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As Fed’s “soft landing” gets harder, laid-off workers will have less of a safety net
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The Federal Reserve has doggedly pursued its campaign to bring down inflation with successive interest-rate hikes to slow the economy — including earlier this week.
And with each rate hike, the Fed has ratcheted up its projection of how much economic pain will result —particularly in the form of higher unemployment. The rate now stands at 3.7%.
The Fed now predicts higher borrowing costs and slower economic growth will push unemployment up to 4.4% by next year. That would mean more than a million additional people out-of-work.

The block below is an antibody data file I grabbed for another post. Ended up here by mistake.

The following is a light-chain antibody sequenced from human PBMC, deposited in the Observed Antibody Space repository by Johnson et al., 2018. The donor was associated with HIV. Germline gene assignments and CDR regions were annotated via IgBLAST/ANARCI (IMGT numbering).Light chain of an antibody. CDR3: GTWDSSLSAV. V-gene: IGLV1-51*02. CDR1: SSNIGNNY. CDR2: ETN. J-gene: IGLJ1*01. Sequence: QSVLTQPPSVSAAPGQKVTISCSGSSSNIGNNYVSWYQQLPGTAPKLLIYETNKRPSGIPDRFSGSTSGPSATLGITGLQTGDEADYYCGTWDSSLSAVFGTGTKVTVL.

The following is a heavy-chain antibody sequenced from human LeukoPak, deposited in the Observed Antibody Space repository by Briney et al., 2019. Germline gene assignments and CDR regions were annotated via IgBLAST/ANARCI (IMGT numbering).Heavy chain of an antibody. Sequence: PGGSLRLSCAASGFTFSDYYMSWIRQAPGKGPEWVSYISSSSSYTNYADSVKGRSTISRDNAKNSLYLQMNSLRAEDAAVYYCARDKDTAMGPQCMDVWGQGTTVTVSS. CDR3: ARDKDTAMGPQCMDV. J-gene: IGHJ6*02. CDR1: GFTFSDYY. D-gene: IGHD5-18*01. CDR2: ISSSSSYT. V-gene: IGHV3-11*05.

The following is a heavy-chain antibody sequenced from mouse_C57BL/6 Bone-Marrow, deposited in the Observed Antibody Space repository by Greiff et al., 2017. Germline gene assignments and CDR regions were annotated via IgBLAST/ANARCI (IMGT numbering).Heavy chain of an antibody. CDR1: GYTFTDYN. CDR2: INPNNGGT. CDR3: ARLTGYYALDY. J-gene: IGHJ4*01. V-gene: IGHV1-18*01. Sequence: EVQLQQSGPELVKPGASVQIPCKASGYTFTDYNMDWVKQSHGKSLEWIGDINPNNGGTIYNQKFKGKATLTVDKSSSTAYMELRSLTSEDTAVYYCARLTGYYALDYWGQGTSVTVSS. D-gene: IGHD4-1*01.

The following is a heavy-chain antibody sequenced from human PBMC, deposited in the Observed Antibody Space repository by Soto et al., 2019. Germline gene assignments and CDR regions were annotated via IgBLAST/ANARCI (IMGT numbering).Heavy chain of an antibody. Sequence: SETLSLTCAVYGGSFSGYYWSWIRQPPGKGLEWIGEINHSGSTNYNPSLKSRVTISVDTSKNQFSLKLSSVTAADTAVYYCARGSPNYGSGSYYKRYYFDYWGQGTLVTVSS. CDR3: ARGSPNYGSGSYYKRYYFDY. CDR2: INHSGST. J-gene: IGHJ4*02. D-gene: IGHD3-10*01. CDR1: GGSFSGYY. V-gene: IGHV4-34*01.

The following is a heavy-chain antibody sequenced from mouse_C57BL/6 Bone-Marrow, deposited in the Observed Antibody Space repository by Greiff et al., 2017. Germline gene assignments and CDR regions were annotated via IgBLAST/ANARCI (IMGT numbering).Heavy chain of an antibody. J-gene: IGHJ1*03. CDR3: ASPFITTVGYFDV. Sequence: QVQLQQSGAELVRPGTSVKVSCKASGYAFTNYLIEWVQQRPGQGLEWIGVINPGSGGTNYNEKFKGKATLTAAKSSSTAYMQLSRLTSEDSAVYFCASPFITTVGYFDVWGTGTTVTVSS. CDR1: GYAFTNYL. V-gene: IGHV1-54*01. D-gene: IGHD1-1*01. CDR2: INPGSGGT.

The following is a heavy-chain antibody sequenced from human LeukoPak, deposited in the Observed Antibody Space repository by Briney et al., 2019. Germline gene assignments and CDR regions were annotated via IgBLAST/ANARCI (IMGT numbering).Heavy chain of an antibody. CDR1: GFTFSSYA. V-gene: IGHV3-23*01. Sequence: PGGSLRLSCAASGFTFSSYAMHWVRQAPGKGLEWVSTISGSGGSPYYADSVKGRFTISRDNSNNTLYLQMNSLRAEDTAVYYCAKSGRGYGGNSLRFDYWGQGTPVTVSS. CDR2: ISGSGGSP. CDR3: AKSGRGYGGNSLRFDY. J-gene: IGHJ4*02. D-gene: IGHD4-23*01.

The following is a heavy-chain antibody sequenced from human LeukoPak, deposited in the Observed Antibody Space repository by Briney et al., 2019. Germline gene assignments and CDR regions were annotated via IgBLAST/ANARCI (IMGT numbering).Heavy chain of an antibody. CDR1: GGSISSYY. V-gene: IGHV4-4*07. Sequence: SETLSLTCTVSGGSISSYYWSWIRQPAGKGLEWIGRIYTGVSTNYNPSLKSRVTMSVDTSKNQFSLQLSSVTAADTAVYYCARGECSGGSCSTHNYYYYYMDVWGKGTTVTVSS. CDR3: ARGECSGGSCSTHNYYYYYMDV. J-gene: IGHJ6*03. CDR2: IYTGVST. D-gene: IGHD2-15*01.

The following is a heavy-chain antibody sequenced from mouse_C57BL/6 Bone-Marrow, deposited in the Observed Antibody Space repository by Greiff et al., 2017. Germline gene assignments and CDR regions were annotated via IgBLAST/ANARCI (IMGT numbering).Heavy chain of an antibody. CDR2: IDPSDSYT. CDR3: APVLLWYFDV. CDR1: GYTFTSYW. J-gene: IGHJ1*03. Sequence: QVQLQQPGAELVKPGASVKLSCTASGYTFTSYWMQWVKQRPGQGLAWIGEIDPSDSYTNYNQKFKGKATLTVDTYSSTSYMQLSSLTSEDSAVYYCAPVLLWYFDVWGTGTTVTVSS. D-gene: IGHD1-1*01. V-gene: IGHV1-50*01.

“Any time the U.S. unemployment rate increases by over half-a-percent, it’s always fallen into recession within a year. The Fed understands the actual cost, and it’s why they’ve very carefully chosen terms like ‘pain,'” said Joe Brusuelas, chief economist at consulting firm RSM.
If unemployment does start to rise, Andrew Stettner at The Century Foundation said workers will be in for a rude awakening. Federal programs that boosted benefits and eligibility during the pandemic have expired.
“Unemployment benefits on average — less than $400 a week. With food prices and rent so high, it’s going to go a lot less far than during the pandemic,” he said.
And Stettner said due to cuts in state unemployment programs, fewer laid-off workers will be eligible for benefits.
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